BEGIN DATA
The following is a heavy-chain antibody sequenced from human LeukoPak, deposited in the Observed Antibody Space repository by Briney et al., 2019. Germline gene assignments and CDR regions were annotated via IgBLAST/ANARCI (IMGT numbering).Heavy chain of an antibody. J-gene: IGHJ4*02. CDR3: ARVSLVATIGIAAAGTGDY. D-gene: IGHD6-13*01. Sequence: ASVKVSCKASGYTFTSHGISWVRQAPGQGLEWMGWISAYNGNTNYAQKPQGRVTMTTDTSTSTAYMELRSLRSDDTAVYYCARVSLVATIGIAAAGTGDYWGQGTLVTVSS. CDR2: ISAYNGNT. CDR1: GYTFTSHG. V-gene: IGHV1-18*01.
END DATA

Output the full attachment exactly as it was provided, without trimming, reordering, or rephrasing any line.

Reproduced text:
The following is a heavy-chain antibody sequenced from human LeukoPak, deposited in the Observed Antibody Space repository by Briney et al., 2019. Germline gene assignments and CDR regions were annotated via IgBLAST/ANARCI (IMGT numbering).Heavy chain of an antibody. J-gene: IGHJ4*02. CDR3: ARVSLVATIGIAAAGTGDY. D-gene: IGHD6-13*01. Sequence: ASVKVSCKASGYTFTSHGISWVRQAPGQGLEWMGWISAYNGNTNYAQKPQGRVTMTTDTSTSTAYMELRSLRSDDTAVYYCARVSLVATIGIAAAGTGDYWGQGTLVTVSS. CDR2: ISAYNGNT. CDR1: GYTFTSHG. V-gene: IGHV1-18*01.